Nominations for Landcare Awards are open!

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Have you ever wondered how cutting edge projects in land care management are rewarded?

The Landcare Awards acknowledge and celebrate benchmark Landcare projects at state and territory and national levels. Nine diverse categories showcase the innovation, commitment and passion of 5,400 Landcare and Coastcare groups across the country.

Refer to the entry requirements and entry rules and conditions documents for detailed guidelines, terms and conditions relating to all entries.

Applications close on 15 July 2017 in South Australia.

George French Angas and South Australian Ethnology

portrait_young_man_2-233x300Dr Philip Jones, Senior Curator of Anthropology at the SA Museum will be speaking about George French Angas, (1822-1886), naturalist and artist. During his talk, he will make brief references to encounters with the Peramangk people whose traditional lands are primarily located in the Adelaide Hills, and also in the southern stretches of the Fleurieu Peninsula. It is happening here on May 9 2017 at  7.15 for a 7.30 start. $5 for general admission, $2 for students. Registration is essential. Phone 8390 1891 or email the Coordinator, valhunt@ahnrc.org .

Please pay at the door.

Bunnies or bilbies? Why animals define Easter

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The Easter Bunny is a much loved part of our social history but is the Easter Bilby more appropriate in Australia?
AAP/Paul Miller

Brian Cooke, University of Canberra

This Easter it is worth asking what the Easter Bunny is all about. Indeed, there’s more to the furry character than a fondness for chocolate. The Conversation

Rabbits were first domesticated by monks in the south of France, sometime after 500 AD. This enabled the avoidance of a papal decree prohibiting the eating of red meat during Lent (the six week period before Easter).

New-born rabbits, surrounded by fluids, were conveniently regarded as fish. But it didn’t stop there. Beavers and tortoises, because of their obvious aquatic habits were also fair game. Barnacle geese, winter migrants in northern France, were believed to begin life under water as barnacles. Being “not born of flesh”, they were also eaten during Lent in some monasteries. Other monks considered this practice immoral.

Rabbit keeping eventually attracted wider attention. Norse adventurers and warriors, established along the River Seine, provided the next critical element. Granted land for service as mercenaries they took Frankish wives and adopted the cultural elements of the time: linguistic, culinary and agricultural. Transformed to Normans, they dominated not only northern continental Europe but subsequently conquered Britain and expanded agriculture and introduced new livestock including rabbits.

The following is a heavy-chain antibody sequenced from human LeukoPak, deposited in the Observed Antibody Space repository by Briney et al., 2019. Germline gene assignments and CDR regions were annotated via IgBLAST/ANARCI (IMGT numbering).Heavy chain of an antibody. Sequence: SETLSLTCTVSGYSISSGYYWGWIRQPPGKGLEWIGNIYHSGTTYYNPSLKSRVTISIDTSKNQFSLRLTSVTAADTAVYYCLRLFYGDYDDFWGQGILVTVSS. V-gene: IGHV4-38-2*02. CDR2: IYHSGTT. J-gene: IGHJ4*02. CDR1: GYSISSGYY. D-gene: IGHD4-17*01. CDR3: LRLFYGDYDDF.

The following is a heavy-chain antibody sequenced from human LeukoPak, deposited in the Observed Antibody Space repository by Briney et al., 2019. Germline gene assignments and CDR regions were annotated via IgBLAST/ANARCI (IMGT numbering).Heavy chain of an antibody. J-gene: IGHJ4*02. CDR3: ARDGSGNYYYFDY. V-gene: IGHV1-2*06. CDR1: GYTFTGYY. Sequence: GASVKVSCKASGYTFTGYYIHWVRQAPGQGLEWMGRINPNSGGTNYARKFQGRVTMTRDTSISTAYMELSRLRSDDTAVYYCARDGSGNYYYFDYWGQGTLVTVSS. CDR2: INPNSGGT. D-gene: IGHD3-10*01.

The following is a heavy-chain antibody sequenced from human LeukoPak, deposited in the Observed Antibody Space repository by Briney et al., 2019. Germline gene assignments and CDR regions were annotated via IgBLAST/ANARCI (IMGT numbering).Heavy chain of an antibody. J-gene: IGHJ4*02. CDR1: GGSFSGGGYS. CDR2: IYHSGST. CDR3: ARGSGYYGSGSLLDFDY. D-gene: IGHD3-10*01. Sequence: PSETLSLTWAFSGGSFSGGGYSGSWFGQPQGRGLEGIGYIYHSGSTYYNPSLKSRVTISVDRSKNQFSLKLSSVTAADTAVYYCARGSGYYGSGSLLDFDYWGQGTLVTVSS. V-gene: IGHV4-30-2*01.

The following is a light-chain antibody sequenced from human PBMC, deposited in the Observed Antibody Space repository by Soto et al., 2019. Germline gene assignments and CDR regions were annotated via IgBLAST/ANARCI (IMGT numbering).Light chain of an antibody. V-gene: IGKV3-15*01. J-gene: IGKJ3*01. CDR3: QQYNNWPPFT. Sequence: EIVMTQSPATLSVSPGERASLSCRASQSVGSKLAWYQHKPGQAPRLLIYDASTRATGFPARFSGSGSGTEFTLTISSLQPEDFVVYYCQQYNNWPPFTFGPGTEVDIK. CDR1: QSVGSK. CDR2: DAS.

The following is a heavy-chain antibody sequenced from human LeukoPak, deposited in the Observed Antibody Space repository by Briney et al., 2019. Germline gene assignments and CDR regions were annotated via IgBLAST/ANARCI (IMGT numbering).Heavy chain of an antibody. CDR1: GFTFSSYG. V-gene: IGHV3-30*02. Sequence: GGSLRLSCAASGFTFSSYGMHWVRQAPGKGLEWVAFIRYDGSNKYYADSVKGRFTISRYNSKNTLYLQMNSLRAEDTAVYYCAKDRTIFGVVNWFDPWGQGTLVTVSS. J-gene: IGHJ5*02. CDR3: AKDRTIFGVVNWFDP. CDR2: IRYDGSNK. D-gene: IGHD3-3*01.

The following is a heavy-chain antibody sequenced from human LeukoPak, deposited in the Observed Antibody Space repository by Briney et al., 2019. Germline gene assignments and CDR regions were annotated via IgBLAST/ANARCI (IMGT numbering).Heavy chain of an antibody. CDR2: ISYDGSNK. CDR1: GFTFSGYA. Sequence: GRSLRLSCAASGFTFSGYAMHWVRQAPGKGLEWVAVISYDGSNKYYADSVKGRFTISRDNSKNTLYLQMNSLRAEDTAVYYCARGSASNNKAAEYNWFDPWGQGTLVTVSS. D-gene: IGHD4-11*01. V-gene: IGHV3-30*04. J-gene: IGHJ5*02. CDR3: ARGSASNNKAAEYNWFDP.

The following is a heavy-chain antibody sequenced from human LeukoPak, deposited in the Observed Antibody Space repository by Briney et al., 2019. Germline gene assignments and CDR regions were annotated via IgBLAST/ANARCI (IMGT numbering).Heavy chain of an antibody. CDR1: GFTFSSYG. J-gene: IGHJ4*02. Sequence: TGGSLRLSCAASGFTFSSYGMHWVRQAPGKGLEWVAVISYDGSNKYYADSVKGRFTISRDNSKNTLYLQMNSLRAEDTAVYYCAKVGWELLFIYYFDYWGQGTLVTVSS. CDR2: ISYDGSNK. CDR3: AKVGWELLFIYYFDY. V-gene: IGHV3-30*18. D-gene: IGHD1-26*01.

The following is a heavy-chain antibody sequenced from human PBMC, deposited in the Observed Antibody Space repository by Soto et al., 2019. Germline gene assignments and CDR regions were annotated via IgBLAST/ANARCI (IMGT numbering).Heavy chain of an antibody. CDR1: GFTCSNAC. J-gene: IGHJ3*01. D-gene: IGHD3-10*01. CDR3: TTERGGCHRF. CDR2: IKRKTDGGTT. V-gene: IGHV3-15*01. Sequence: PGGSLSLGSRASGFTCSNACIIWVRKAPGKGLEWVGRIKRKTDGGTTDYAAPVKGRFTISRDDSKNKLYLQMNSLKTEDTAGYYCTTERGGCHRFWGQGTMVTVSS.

Rather than being the speciality of monks who broke bread and drank wine, rabbit keeping was suddenly in the hands of entrepreneurs who preferred beer and grain porridge. Furthermore, although domestic rabbits were still kept, more flavoursome, gamey rabbits could be raised. Garennes, essentially areas of pasture, were set aside and surrounded by stone walls, or even moats, to confine the rabbits and deter predatory stoats and foxes. This was done under sovereign right in feudal times and only the most privileged nobility had a garenne on their estates.

One of Australia’s most destructive introduced species – the rabbit – is still a popular pet.
Flickr/Jan & Peggy

The well-conserved 13th century Garenne d’Anneville on the island of Guernsey provides an example of the way the garennes in continental France must have functioned. It is an open grassy area of about a hectare where rabbits still burrow in a well-drained sandy rise covered with gorse and blackberries encircled by a moat once stocked with carp. It provided rabbits and fish for the Manor des Annevilles nearby.

In Britain, at the same time, warreners built burrow-like structures for rabbits with high surrounding walls. A similar culture was also well developed in coastal Holland by 1400. The coastal dunes were managed as warandes by duinmeiers who produced an abundance of rabbits by constructing artificial burrows, providing hay in cold winters and controlling foxes, cats and polecats.